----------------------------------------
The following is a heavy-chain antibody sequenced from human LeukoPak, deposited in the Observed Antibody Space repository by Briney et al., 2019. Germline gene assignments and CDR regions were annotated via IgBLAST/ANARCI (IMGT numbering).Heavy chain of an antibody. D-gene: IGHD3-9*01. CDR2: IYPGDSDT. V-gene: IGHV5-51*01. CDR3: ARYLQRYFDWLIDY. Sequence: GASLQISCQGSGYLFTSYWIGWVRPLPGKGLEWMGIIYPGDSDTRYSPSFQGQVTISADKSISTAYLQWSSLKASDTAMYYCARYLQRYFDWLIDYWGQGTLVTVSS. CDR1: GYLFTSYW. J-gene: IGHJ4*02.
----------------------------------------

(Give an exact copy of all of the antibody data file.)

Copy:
The following is a heavy-chain antibody sequenced from human LeukoPak, deposited in the Observed Antibody Space repository by Briney et al., 2019. Germline gene assignments and CDR regions were annotated via IgBLAST/ANARCI (IMGT numbering).Heavy chain of an antibody. D-gene: IGHD3-9*01. CDR2: IYPGDSDT. V-gene: IGHV5-51*01. CDR3: ARYLQRYFDWLIDY. Sequence: GASLQISCQGSGYLFTSYWIGWVRPLPGKGLEWMGIIYPGDSDTRYSPSFQGQVTISADKSISTAYLQWSSLKASDTAMYYCARYLQRYFDWLIDYWGQGTLVTVSS. CDR1: GYLFTSYW. J-gene: IGHJ4*02.